Black Ops 4 tourney, Code Red, reviewed: ‘We just got Shrouded on, bro’Posted by ESPORTSGAMINGNEWS 23. October 2018 in
Jack “CouRage” Dunlop was unstoppable for most of Code Red, Guy “Dr Disrespect” Beahm’s inaugural Call of Duty: Black Ops 4 tournament held on Thursday. The CoD caster turned Fortnite aficionado returned to his first love in style, fragging out for the better part of seven hours in the game’s new battle royale mode “Blackout” on the way to the grand finals.
The championship was within reach. But that was before a legend had his say.
“We just got Shrouded on, bro,” CouRage said in shocked tones to his duos partner Tyler “TeePee” Polchow. Michael “Shroud” Grzesiek’s 14-kill masterclass in Game 1 of the grand finals was filled with outplays and shots that left CouRage and TeePee screaming in disbelief.
It was a performance that not only won Code Red, but announced to all newcomers that Blackout might be just another realm for Shroud to conquer.
Code Red marked the first competitive event for Call of Duty: Black Ops 4, released less than a week ago amid rabid anticipation. The venerable series’ newest iteration completely eschewed a campaign mode; developer Treyarch preferred to go all-in on the battle royale phenomenon that has swept through the shooter scene. Blackout has all the markings of the genre popularized by PlayerUnknown’s Battlegrounds and launched into orbit by Fortnite: circles, random loot, points of interest and a battle to the death. Code Red put its differences — both good and bad — on display in a tournament that acted as a positive first step for Blackout’s esports future.
Hosted in partnership with Esports Arena and Boom.tv, Code Red offered a $20,000 prize pool to 32 of the scene’s biggest names ($12,000 of which was allocated to the winning duo). Shroud and Dr Disrespect were the marquee pairing, but the field also featured CoD statesmen Hector “H3CZ” Rodriguez and Matt “Nadeshot” Haag, as well as a bevy of popular streamers like Jaryd “summit1g” Lazar, Tim “Trick2g” Foley and Jesse “RealKraftyy” Kraft. Each of the 16 duos were required to complete a four-game preliminary round to determine who would advance to the bracket stage.
Kills, of course, were the determining factor.
The prelims best showcased Esports Arena and Boom.tv’s contribution to the event, the latter acting as a hub page where player streams and kill scores were readily accessible. The ease of switching from stream to stream was a stylistic alternative to Esports Arena’s broadcasted stream from Santa Ana, California.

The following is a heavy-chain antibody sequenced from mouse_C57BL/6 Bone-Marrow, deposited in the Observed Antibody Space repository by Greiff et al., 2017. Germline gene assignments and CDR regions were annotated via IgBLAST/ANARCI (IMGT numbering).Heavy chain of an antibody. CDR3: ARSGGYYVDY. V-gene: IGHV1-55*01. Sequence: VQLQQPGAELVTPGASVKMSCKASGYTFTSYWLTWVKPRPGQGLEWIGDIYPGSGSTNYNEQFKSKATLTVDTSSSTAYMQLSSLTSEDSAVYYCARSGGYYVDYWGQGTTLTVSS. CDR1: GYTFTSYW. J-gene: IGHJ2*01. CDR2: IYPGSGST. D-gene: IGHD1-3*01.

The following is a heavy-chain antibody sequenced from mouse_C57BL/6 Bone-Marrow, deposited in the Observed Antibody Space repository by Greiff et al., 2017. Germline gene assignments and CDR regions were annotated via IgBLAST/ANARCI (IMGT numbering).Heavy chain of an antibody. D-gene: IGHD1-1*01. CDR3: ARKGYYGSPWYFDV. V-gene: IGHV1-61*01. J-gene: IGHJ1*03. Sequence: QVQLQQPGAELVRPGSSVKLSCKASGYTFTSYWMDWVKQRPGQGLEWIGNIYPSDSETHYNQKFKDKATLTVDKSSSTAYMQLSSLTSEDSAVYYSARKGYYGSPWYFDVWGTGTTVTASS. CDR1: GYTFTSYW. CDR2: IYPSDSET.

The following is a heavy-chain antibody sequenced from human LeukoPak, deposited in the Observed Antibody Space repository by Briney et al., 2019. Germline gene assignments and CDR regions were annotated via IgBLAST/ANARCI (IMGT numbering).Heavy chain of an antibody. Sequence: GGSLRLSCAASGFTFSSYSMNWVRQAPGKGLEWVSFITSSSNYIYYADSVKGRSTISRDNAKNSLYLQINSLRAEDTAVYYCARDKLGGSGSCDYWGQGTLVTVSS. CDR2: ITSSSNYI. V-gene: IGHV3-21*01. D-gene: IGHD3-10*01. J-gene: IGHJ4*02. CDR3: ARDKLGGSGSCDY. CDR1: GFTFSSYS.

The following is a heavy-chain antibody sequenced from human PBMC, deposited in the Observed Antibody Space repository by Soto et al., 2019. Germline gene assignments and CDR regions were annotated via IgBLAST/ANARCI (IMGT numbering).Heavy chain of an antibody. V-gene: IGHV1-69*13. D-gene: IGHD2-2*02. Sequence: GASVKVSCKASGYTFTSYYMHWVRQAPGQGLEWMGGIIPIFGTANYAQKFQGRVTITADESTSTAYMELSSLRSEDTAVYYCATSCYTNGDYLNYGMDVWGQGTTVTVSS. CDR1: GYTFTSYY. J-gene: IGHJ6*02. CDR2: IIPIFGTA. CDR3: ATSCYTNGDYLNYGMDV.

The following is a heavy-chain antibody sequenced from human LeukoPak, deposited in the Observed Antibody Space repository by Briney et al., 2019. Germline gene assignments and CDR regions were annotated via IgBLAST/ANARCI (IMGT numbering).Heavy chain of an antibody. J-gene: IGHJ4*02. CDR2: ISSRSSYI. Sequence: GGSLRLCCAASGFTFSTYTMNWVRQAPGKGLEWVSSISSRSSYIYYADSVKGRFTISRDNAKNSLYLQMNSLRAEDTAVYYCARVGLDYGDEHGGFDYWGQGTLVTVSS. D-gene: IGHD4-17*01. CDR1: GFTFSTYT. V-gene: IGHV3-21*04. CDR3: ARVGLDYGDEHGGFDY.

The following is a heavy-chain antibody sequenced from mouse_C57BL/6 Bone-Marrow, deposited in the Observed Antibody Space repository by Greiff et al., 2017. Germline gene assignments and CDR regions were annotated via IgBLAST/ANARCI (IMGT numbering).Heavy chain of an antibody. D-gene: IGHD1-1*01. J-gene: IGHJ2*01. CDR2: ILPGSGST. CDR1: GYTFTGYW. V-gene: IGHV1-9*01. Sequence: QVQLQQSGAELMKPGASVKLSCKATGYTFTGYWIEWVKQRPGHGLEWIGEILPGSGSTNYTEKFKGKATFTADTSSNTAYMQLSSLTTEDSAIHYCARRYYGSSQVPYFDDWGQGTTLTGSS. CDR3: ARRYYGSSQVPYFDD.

Casters Bil “Jump” Carter, Nathan “Nathanias” Fabrikant and Jacob “MvPR” Arce did their best to buttress the proceedings with engaging commentary as they hopped between player perspectives, but most viewers flocked to the player streams, with Shroud and Dr Disrespect easily outpacing the others by tens of thousands.
Code Red was played entirely on live servers, and was therefore subject to the foibles of such a setup. Some players suffered connectivity issues that in one instance necessitated a full replay. Then, there was the question of lobby fairness. As Shroud correctly pointed out on his stream, the format had no equalizer for some teams getting easier lobbies versus others being drawn into high skill games, which unfairly impacted their kill scores. For their part, Shroud and Dr Disrespect easily qualified for the bracket stage with 35 kills, second only to CouRage and TeePee.
Brackets were standard double-elimination fare, with matches completed in two games sets. Competing duos played squad games with all four players in the same party, each trying to record the most kills they could. Strict sabotage rules prohibited friendly fire with vehicles or grenades, but often opposing teams kept their distance from each other (better to maximize kills) as part of an unspoken honor system. Players also refused to use a well-known Exo Suit movement glitch that could quickly close the gap. Map markers were used sparingly to keep the other team uninformed of potential kills, or creatively dropped as a mind-game to mislead. Having both teams in the same lobby ensured a level of fairness the prelims lacked, yet the results stayed the same, calling into question how large of a competitive balance issue it actually was.